Small objects from hairpins to Q-tips can choke your puppy. If you want to do some spring cleaning, getting a puppy should provide any needed motivation. Stop placing earrings and rings everywhere, and make sure your doggy toys don’t have feathers or small trinkets on them that the puppy can swallow.
Take note that a vet visit can be very pricey, especially if your puppy needs surgery to remove something they swallowed. Seeing an x-ray of their abdomen filled with these little objects isn’t a pretty sight. Clean your place and keep on cleaning to keep your pet safe.
Tips for new puppy owners
Get your puppy from a shelter
Each year, almost a million cats and dogs in the United States are euthanized in shelters. The reason for this is overcrowding and too few people choosing to adopt from shelters.
On the other hand, breeders sell more than 2 million puppies, and puppy mills breed more than 5 million more each year. By adopting a dog from a shelter, you save an adult dog or pup’s life and help reduce the risk that dogs are inhumanely treated in puppy mills.
On a more practical note, your adoption fee likely will cover the costs of spaying or neutering, first vaccinations, and even microchipping. This will save you money compared to buying from puppy mills or breeders.
Buying essential supplies
Some things you need to buy for your puppy vary from basics to luxury items. The former is always necessary, including a collar with identification, a leash, food, water bowls, and comfortable dog beds. You can also include chewing toys and a kennel.
Please note that some of these items should be replaced to accommodate their size as the pup grows. For example, the collar can be adjusted, but at some point, especially when your dog is a large dog for its breed, you need to change the collar and leash altogether. The kennel, food, and water bowls should also be adjusted accordingly.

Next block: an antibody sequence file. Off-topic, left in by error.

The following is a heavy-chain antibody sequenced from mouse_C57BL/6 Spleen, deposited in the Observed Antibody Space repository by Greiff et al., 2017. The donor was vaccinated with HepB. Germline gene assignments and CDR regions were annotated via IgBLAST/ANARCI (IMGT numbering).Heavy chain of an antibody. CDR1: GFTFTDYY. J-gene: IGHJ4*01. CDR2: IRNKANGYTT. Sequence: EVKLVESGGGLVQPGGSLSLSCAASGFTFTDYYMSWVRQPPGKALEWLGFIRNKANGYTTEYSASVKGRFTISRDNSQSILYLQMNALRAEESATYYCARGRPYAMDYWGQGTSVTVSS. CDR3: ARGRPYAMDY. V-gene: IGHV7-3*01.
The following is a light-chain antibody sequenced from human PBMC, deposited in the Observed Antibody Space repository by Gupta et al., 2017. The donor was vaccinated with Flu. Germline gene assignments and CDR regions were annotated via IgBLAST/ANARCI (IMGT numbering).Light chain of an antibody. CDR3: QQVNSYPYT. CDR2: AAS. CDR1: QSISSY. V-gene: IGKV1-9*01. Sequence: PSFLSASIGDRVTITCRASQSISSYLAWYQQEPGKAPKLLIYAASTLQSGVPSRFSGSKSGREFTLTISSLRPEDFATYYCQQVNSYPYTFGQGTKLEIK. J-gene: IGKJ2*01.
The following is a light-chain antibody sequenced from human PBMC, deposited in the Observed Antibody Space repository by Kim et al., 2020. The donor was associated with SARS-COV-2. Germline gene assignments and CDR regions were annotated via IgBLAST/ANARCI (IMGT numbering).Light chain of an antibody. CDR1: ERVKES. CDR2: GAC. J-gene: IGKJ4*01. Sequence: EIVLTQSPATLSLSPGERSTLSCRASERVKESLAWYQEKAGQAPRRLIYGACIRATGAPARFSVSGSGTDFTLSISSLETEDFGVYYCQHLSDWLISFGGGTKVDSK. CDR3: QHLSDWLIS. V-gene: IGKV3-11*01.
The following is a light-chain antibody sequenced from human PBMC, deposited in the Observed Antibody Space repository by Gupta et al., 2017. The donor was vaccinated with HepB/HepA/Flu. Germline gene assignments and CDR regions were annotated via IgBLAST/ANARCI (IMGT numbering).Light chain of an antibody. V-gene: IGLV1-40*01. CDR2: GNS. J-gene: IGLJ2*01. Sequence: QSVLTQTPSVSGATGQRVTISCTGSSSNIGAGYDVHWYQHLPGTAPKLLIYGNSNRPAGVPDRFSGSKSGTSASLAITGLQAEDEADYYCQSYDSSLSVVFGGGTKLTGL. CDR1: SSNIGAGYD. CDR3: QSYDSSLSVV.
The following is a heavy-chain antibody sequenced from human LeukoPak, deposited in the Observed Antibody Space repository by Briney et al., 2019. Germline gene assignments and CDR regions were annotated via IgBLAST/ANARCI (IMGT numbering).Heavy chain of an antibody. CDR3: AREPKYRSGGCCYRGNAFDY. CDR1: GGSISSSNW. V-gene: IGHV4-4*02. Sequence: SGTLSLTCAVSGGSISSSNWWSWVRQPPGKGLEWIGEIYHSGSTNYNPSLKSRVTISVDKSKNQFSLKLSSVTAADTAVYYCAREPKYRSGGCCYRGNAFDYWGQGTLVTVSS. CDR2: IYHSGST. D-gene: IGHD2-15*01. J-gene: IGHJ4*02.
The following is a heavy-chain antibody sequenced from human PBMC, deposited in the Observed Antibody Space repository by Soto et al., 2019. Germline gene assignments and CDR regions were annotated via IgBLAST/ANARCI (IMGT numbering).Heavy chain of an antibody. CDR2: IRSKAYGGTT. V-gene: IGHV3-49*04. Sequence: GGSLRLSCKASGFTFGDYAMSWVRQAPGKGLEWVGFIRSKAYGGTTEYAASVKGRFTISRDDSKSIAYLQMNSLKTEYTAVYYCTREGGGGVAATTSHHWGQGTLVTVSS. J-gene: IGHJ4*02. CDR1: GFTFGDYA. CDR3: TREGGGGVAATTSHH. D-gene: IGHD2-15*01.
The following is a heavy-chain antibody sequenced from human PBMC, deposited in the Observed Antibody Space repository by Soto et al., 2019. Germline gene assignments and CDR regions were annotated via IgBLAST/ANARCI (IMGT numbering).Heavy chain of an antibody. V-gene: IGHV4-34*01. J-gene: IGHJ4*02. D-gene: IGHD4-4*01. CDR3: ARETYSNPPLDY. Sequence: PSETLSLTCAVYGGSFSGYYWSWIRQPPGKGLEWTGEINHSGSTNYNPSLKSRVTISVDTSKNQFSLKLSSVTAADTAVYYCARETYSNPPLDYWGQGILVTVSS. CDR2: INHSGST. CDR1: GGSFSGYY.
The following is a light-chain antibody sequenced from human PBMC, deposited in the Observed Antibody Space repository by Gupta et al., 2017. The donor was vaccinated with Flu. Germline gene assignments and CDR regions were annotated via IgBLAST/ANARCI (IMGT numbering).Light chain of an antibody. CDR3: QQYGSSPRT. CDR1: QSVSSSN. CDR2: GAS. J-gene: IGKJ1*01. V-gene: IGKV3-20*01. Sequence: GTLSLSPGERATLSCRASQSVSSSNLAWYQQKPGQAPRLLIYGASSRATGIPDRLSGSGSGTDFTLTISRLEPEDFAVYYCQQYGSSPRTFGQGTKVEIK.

Feeding your puppy: Choosing the right food
Before buying your puppy’s food, do your research first. Talking to a vet is ideal, but you can also consult other dog owners who have owned many puppies before. You can also try to chat in online forums, though this cannot be considered reliable information.
With today’s advanced science-anchored world, even puppy diets have variations. Some opt to choose premium foods shown in commercials, while others lean towards organic and natural food. The decision is yours for your pet. However, consult this chart that shows how much to feed a puppy a day, regardless of which you prefer. Knowing how much they need in a day is always crucial for their growth and development.
Maintain your puppy’s health
One way to ensure this is by going to the vet. Once you have your puppy, visit your veterinarian at once for a general exam. Then, for the first six months, you and your pup will be seeing the vet often, especially for vaccinations and neutering. This is an excellent opportunity to detect any possible sicknesses your puppy might have, and the vet can effectively intervene early and either alleviate or manage it.